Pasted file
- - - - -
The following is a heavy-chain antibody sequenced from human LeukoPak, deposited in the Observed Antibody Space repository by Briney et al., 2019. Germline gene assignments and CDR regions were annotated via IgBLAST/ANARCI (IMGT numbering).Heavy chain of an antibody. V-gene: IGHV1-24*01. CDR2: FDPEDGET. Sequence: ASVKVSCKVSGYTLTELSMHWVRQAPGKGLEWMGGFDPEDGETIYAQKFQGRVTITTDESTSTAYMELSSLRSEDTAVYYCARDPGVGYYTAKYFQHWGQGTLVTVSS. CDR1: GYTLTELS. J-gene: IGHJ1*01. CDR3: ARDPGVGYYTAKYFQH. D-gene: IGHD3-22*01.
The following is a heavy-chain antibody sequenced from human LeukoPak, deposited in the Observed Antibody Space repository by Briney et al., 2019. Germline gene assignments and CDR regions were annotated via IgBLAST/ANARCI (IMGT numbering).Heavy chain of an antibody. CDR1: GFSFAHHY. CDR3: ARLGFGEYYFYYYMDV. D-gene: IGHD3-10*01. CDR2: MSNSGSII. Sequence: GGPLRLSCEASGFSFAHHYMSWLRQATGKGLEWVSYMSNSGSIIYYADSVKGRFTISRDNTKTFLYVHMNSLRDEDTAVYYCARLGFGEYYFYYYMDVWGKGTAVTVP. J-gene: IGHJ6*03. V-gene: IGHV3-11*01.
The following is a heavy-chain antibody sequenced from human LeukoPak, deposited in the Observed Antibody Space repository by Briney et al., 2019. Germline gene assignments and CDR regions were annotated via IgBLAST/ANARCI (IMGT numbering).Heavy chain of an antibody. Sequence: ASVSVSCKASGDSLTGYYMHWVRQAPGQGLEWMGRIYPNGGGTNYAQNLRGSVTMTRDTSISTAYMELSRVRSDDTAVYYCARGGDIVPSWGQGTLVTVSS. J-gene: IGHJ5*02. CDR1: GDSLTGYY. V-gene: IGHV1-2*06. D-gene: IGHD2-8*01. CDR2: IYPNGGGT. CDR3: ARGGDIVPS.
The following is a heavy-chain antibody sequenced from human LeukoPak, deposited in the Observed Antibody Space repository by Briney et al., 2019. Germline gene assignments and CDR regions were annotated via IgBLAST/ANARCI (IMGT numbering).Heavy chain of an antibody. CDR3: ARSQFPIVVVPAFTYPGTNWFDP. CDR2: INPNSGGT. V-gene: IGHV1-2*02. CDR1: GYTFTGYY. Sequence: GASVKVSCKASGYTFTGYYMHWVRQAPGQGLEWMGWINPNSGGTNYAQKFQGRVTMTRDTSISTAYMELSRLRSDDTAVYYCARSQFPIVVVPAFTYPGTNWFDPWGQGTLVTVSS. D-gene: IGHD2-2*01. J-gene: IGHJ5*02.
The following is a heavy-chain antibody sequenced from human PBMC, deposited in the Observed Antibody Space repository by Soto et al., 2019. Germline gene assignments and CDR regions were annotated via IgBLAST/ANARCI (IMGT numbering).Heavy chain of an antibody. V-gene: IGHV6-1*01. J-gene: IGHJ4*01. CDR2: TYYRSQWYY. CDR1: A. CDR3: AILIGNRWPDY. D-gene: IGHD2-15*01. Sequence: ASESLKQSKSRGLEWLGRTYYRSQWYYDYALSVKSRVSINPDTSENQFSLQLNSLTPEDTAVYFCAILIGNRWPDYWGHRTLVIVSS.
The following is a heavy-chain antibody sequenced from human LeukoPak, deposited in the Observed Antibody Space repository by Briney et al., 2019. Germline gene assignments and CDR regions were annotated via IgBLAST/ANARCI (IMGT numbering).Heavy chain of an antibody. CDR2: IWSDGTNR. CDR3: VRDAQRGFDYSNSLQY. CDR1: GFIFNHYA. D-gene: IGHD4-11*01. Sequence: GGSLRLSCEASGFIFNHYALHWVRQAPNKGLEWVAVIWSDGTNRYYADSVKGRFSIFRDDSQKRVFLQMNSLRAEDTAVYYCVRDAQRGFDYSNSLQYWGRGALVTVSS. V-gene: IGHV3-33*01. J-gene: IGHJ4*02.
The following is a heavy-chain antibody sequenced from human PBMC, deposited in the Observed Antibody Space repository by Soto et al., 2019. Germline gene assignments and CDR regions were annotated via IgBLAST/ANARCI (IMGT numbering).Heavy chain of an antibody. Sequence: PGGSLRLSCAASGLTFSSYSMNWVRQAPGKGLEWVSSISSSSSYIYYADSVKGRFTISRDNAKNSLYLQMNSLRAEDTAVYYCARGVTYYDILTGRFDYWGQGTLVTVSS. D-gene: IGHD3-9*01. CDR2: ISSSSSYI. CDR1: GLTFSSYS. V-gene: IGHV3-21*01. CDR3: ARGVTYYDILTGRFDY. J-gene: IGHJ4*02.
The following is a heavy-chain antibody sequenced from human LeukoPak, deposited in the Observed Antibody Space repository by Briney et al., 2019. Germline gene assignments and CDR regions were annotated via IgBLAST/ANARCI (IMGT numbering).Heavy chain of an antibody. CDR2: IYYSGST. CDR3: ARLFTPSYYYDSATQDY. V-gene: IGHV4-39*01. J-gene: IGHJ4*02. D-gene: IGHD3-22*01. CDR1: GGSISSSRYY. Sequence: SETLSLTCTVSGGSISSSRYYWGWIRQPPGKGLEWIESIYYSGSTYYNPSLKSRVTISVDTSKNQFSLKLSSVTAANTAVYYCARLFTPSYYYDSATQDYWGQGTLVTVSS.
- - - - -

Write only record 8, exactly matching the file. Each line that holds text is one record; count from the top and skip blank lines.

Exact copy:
The following is a heavy-chain antibody sequenced from human LeukoPak, deposited in the Observed Antibody Space repository by Briney et al., 2019. Germline gene assignments and CDR regions were annotated via IgBLAST/ANARCI (IMGT numbering).Heavy chain of an antibody. CDR2: IYYSGST. CDR3: ARLFTPSYYYDSATQDY. V-gene: IGHV4-39*01. J-gene: IGHJ4*02. D-gene: IGHD3-22*01. CDR1: GGSISSSRYY. Sequence: SETLSLTCTVSGGSISSSRYYWGWIRQPPGKGLEWIESIYYSGSTYYNPSLKSRVTISVDTSKNQFSLKLSSVTAANTAVYYCARLFTPSYYYDSATQDYWGQGTLVTVSS.